By: Becca Smith
Sarah sat at her desk and tapped the eraser of her pencil against her notepad at a rapid, yet steady, pace. Her second month on the job she found out the noise drove Bruce in Accounting mental, and since he decided to introduce her to everyone as Susan, and not Sarah, she decided the light drumming was her new favorite sound. It’s not like Bruce could get her fired – she had her boss, Jerry, wrapped around her finger. She was the best assistant he’d ever had and quickly became invaluable. It was a security she didn’t take for granted, but knew how to capitalize on.
Movement near the elevator caught Sarah’s eye as the doors opened up and a boy not much older than she walked onto the marble office floor. His name was Oliver and he was the closest thing Sarah had to a friend at work – mostly because Oliver had a longstanding crush, and Sarah didn’t have the heart to break his… yet. After shooting her a small smile, Oliver shuffled by the front desk and around the corner in a cloud of heady cologne. Sarah distracted herself from the pungent scent by cleaning her glasses; glasses she secretly didn’t even need.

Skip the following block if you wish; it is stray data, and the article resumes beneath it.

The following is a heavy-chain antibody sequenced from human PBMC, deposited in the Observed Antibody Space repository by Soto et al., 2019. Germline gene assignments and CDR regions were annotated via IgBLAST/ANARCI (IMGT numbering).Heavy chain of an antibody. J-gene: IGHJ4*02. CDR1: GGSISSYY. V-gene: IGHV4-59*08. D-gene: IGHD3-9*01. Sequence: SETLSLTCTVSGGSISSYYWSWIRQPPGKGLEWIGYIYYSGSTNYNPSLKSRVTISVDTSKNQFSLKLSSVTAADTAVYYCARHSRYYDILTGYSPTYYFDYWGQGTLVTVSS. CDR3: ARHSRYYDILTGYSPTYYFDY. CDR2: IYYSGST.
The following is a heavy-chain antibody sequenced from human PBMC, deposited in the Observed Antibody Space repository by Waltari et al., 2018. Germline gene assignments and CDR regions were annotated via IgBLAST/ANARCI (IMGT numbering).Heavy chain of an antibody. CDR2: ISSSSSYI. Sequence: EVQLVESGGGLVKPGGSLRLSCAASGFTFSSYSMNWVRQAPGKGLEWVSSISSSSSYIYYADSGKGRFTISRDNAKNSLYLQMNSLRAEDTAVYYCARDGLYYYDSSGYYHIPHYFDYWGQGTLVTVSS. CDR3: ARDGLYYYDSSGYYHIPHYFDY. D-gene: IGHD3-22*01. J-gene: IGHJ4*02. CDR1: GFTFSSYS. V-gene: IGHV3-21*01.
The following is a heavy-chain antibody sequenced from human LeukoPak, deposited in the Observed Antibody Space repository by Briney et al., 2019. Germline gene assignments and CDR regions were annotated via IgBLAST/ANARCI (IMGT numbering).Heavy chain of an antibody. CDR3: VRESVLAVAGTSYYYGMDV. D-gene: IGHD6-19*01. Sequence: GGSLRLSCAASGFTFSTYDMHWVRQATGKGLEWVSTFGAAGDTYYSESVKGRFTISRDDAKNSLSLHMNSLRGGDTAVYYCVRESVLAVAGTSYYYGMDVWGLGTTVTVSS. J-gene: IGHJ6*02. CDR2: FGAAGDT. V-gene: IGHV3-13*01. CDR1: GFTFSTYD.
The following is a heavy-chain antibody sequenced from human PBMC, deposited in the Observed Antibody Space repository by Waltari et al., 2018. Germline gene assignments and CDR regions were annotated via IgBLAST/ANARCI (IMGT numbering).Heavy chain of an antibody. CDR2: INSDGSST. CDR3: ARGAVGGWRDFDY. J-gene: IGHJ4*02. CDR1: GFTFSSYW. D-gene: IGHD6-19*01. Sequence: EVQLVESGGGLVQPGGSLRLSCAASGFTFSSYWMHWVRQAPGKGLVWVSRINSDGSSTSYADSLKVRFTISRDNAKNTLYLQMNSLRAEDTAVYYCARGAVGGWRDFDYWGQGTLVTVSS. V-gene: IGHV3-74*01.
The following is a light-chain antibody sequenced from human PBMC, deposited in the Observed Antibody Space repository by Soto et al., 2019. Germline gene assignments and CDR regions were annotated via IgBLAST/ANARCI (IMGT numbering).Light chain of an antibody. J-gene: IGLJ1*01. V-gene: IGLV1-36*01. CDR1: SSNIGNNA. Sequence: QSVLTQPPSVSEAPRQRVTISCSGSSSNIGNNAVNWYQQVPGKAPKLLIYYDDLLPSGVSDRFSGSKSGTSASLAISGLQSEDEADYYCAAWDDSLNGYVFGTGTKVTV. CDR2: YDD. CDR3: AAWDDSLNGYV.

Sarah remembered putting the feminine brow line frames on for the first time at the store, out of boredom, and hearing the sales clerk remark, “Oh you look so smart!” Smart. Not pretty, not cute; smart.
So she became the smart girl. She was invisible, unless needed; friendly, but not overtly flirty; and the person with all the answers, but none of the credit. She was as inconspicuous as the plant next to the coffee machine, and even though her glasses were non-prescription, their presence allowed her to see everything.
Sarah knew that even though Jerry’s wife always stayed home, he’d book rooms for two on all of his business trips. She knew that Oliver was secretly taking payments from competitors in turn for company secrets, and she knew that Bruce had been embezzling money for years to help support his multitude of addictions.
By playing the role of the smart girl, Sarah had become the smartest one of them all, and she was tired of keeping it a secret. Putting her glasses back on, Sarah resumed her pencil tapping, keeping her eyes on Bruce. She could see his back tense, jaw clenching in irritation. She smirked, satisfied at her ability to still get under his skin after so many years.
After a few seconds he swung his chair around, snapping in her direction, “Susan, don’t you have something to do, other than being a pain in my ass?”
“What did you just say, Susan?”
Sarah calmly took off her glasses and smiled thinly at Bruce. “I said my name is Sarah.”